Plutarch's Animal and Vegetarian Treatises and the Concept of Maghata in Sinhalese Culture

Isha Gamlath
2015 Ploutarchos  
Plutarch's concern for animal life, in treatises devoted to the significance and preservation of animal life in the Moralia, expand upon his appreciation of simplicity in human life, specifically in the form of abstention from the unnecessary slaughter of animals and the consumption of their meat. The present paper studies a similarity between Plutarch's concern for simplicity in human life by the rejection of the slaughter of animals and indulgence in a meat diet, and its appearance in
more » ... pearance in Sinhalese literature. The Pali meaning of maghata is not to kill. Maghata, as part of a broader project for introducing Buddhism into Sinhalese culture, assumes the specific form of concern for animal life. Maghata was introduced into Sri Lanka by approximately the first century CE in the form of a ceremonial ban on the slaughter of animals and in the abstention from meat on special observance days (upavasa maghata) as well as the sympathetic treatment of animals by providing them food, drink, medicine, and security. The theme became explicit in the context of thaumaturgy. Plutarch's concern for animal life, in treatises devoted to the significance and preservation of animal life in the Moralia, expands upon his appreciation of simplicity in human life, specifically in the form of avoiding the unnecessary slaughter of animals and the consumption of their meat. The present paper studies a similarity between Plutarch's concern for simplicity in human life by the rejection of slaughter of animals and indulgence in a meat diet, and that of Sinhalese literature.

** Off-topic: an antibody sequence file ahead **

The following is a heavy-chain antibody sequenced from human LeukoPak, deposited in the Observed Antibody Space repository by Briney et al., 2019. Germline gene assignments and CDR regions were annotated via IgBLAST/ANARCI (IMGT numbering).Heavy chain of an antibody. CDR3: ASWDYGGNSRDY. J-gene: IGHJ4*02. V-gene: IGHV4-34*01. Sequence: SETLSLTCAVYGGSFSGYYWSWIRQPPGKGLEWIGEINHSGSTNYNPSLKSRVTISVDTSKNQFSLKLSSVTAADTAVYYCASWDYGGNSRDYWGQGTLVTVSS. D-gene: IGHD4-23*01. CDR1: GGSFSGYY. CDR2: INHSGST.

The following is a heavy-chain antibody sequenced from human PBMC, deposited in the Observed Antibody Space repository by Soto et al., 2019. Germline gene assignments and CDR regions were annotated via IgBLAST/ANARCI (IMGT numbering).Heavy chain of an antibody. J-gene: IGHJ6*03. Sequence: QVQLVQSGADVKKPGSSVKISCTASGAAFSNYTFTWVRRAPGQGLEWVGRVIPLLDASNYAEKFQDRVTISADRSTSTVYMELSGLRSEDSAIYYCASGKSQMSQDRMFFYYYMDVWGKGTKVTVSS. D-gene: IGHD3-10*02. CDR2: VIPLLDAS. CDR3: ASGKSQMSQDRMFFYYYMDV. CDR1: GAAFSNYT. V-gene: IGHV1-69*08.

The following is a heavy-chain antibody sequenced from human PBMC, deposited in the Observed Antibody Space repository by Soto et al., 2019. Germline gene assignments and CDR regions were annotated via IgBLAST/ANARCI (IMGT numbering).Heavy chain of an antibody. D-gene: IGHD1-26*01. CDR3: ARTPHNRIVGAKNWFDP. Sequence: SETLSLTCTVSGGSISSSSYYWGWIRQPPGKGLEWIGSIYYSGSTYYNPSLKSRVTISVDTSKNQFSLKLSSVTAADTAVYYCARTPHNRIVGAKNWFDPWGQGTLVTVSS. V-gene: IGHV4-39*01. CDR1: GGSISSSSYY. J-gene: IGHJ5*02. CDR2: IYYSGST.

doi:10.14195/0258-655x_12_2 fatcat:rsm7bj666vgzvhz4ibk6ae7ynu